15. #15
    Regular Member amlevin's Avatar
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    Quote Originally Posted by Lovenox View Post
    Searching is another beast altogether. Now if you are talking about searching lockers OWNED by the company on company property then that might be a different story all together. I can see the splitting of hairs by the legal teams on that one.
    As can I. It is a matter of who's property is being searched. A locker is typically INSIDE the employer's building while the car is not.

    This whole idea of Employers being able to strip people of their employees of their right to self defense while traveling to and from work is what is being addressed in attempting to pass these laws. If the employers are successful in barring firearms from being left in employees cars while on the employers property then the next step is for an employer to be sued if an employee is attacked between work and home. If someone who regularly carries a firearm is "mugged" or "carjacked" while going to and from work, and they were deprived of their right to self defense because of the employer's policy it might be an interesting case.
    "If I shoot all the ammo I am carrying I either won't need anymore or more won't help"

    "If you refuse to stand up for others now, who will stand up for you when your time comes?"

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    Regular Member jbone's Avatar
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    Quote Originally Posted by amlevin View Post
    As can I. It is a matter of who's property is being searched. A locker is typically INSIDE the employer's building while the car is not.

    This whole idea of Employers being able to strip people of their employees of their right to self defense while traveling to and from work is what is being addressed in attempting to pass these laws. If the employers are successful in barring firearms from being left in employees cars while on the employers property then the next step is for an employer to be sued if an employee is attacked between work and home. If someone who regularly carries a firearm is "mugged" or "carjacked" while going to and from work, and they were deprived of their right to self defense because of the employer's policy it might be an interesting case.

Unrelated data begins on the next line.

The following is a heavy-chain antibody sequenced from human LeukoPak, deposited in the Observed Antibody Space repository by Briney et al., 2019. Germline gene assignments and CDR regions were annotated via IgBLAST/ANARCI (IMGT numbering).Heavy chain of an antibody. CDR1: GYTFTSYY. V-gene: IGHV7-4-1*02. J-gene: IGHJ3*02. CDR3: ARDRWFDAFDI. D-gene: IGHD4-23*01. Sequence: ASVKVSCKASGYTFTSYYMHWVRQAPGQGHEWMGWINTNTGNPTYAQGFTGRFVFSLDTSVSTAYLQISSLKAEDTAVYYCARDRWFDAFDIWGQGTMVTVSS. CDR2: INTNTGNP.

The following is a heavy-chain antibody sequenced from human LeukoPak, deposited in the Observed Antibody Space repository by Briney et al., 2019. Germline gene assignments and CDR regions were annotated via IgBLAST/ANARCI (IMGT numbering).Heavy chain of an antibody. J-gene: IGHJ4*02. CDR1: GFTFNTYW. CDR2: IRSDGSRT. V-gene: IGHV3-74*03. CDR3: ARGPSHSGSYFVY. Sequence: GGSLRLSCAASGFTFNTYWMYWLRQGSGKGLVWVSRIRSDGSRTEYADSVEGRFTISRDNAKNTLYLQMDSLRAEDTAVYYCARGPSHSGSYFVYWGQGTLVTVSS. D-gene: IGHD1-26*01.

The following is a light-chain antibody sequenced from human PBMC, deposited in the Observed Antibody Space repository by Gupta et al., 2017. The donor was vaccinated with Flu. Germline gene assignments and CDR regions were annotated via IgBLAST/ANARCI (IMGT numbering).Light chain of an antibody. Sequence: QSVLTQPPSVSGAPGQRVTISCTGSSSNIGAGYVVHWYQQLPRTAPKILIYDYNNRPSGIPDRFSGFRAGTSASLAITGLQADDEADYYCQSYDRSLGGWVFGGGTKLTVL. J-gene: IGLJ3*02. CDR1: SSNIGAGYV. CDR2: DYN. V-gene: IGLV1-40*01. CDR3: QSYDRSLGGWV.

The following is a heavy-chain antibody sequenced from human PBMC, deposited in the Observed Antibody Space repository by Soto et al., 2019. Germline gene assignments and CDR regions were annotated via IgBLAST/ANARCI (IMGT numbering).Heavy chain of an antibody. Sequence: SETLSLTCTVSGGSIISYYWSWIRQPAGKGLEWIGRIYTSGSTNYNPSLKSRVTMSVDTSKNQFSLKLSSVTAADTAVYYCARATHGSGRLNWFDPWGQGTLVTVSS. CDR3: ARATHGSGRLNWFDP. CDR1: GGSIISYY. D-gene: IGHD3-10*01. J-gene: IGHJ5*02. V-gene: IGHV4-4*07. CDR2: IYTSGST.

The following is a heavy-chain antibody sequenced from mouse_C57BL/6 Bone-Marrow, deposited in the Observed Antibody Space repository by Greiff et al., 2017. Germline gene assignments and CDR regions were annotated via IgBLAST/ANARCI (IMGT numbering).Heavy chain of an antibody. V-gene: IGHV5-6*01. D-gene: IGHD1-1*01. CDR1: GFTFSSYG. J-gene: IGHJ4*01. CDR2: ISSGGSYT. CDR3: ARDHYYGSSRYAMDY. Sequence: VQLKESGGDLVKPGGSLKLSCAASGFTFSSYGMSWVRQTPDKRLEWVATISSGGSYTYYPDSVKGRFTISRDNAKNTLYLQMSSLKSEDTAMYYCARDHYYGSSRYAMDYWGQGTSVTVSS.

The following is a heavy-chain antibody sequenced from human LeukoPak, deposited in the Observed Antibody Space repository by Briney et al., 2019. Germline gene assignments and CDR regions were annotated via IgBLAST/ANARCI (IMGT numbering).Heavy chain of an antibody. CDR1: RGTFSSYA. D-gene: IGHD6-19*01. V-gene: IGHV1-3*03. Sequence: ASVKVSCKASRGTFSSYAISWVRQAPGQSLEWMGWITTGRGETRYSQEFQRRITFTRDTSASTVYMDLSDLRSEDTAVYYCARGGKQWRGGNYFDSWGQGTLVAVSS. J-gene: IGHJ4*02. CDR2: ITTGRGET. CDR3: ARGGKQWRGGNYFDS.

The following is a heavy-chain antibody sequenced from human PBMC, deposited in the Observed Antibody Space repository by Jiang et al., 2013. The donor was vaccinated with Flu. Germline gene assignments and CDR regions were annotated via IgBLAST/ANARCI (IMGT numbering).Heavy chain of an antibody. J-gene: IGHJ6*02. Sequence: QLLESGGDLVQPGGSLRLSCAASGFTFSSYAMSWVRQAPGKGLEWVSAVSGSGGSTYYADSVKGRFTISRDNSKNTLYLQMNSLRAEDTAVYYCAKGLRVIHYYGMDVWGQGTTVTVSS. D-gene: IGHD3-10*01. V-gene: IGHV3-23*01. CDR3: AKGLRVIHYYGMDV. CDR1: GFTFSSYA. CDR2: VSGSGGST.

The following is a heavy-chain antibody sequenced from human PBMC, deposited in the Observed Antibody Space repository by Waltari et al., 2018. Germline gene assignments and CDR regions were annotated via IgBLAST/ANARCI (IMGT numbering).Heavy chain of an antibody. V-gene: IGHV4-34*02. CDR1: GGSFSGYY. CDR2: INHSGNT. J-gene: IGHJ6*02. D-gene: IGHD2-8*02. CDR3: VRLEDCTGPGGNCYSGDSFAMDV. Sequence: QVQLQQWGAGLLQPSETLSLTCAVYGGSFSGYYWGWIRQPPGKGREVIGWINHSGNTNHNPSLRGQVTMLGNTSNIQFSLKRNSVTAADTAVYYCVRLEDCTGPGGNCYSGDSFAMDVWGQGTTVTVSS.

Are we sure they didn't deprive them self when willingly accepting employment, and the known conditions of?

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    Campaign Veteran gogodawgs's Avatar
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    Quote Originally Posted by amlevin View Post
    ... for "Property Owner's Rights" that should begin OUTSIDE your car. Not inside where you keep your personal effects.
    Exactly right. What else should an employer get to search your property for??? Legal medications? Legal political phamplets? Legal religious symbols?

    An employer has absolutely, positively no business inside the locked car of any employee.
    Live Free or Die!

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    Regular Member Metalhead47's Avatar
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    Quote Originally Posted by gogodawgs View Post
    Exactly right. What else should an employer get to search your property for??? Legal medications? Legal political phamplets? Legal religious symbols?

    An employer has absolutely, positively no business inside the locked car of any employee.
    Damn right. I think there's a reasonable middle ground to be found there between the "carry everywhere, all the time" folks and the "OMG IT'S A GUN RUUUUUN!" folks. Also, it's not just the employee's commute to and from work where his/her right to self defense is compromised, it's also everything that employee does between home and work. Most people have been known to run errands before/after/between shifts at work. Technically, the employee's right to self defense is denied if at any point during their day that employee will be on company property, even if it's only for a couple of minutes.


    jbone: Let's be realistic here. Your points might be valid in a perfect libertarian society, but last I checked we don't have one. Yes, you DO have to work there. Finding an employer, especially around here, who will knowingly allow firearms to be stored in a personal vehicle on company property is virtually impossible. Parking off company property isn't always an option either.

    A person should not have to choose between staying alive and staying employed. In my case, my wife has very specific instructions on who to sue if I ever come to harm as a result of following my employer's policies, whether on or off their property.

    Anyone have an update on the similar here in WA that was proposed by a forum member?
    It is very wise to not take a watermelon lightly.

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    I am an advocate for private property rights, but in this case I would say that the owner of the vehicle would have the say in this.

    Yes, the car is on the company's property, but the private property rights of the vehicle's owner trumps the property rights of the parking lot owner.

    I would also compare it to renting an apartment. Could the owner of an apartment complex prevent its tenants from storing firearms in the apartment they rent? Of course not.

    But,
    Perhaps with our State's political climate the way it is, it could be beneficial to approach the issue from a different angle.